Sir Bradley Wiggins, who in 2012 became the first British rider to win the Tour de France, has said that he is unlikely to take part in the race again and is finished with road racing as he turns his attention to aiming for Olympic gold in the team pursuit at Rio in two years’ time.
Wiggins was speaking after an England quartet that could very well be the Team GB line-up in 2016 was convincingly beaten in the team pursuit final by Australia at the Commonwealth Games in Glasgow yesterday evening.
It’s the fourth Commonwealth Games medal of the 34-year-old’s career, all of them silver, and he didn’t appear too thrilled with the latest addition to his collection, taking it off immediately after the presentation ceremony where he stood stony-faced on the podium alongside Ed Clancy, Steven Burke and Andy Tennant.
Wiggins confirmed he was likely to miss the Vuelta, which he had planned to use as preparation for the world time trial championship in September, and would probably not ride the Tour de France again, which would make him the first post-war winner of the race never to compete in it again.
“I’ve kind of done the road now,” he said, quoted on Telegraph.co.uk. “I’ve bled it dry. The road is quite cut-throat. The track feels more like a family and a closer-knit group of people. That will probably be it for the Grand Tours. I can't imagine doing that now. I don't want to have to miss things on the track because of my commitments on the road.”
It’s unclear what that means for his future with Team Sky, where he is yet to sign a contract for 2015 and beyond. Earlier this week, Wiggins said that besides the Rio Olympics, his other big goal before he retires is to win Paris-Roubaix.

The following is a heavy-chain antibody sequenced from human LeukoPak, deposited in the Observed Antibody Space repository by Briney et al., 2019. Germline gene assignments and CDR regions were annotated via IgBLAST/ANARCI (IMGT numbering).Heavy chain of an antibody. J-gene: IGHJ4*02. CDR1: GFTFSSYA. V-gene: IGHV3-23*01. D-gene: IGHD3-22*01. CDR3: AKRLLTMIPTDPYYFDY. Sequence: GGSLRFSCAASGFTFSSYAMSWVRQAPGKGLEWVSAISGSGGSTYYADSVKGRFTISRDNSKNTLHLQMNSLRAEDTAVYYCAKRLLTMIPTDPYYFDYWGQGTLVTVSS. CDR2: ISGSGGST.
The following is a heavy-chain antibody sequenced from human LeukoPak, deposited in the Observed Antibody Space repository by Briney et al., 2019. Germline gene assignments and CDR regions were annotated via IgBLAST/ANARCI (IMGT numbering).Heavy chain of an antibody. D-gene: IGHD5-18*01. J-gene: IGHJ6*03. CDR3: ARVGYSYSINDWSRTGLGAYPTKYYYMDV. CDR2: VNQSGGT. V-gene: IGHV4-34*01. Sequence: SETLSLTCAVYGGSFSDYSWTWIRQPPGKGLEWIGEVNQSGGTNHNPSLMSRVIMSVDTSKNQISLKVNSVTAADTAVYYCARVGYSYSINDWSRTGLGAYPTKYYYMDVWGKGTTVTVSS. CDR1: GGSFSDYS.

Referring to yesterday’s race, where England were behind from the start and faded badly late on despite Australia being reduced to three riders shortly after the halfway stage, Wiggins said: “I don’t want to sound like Roy Hodgson, but I can take some positives from this.
“Four weeks ago we sat in a room for the first time in six years, wondering how far we could ago. We have had limited preparation, and I hope we can look back at the Olympics in two years’ time with golds around our necks, thinking that Glasgow was the starting point. There is going to be a lot of graft to get ourselves in the right place for Rio.”
Born in Scotland, Simon moved to London aged seven and now lives in the Oxfordshire Cotswolds with his miniature schnauzer, Elodie. He fell in love with cycling one Saturday morning in 1994 while living in Italy when Milan-San Remo went past his front door. A daily cycle commuter in London back before riding to work started to boom, he's been news editor at road.cc since 2009. Handily for work, he speaks French and Italian. He doesn't get to ride his Colnago as often as he'd like, and freely admits he's much more adept at cooking than fettling with bikes.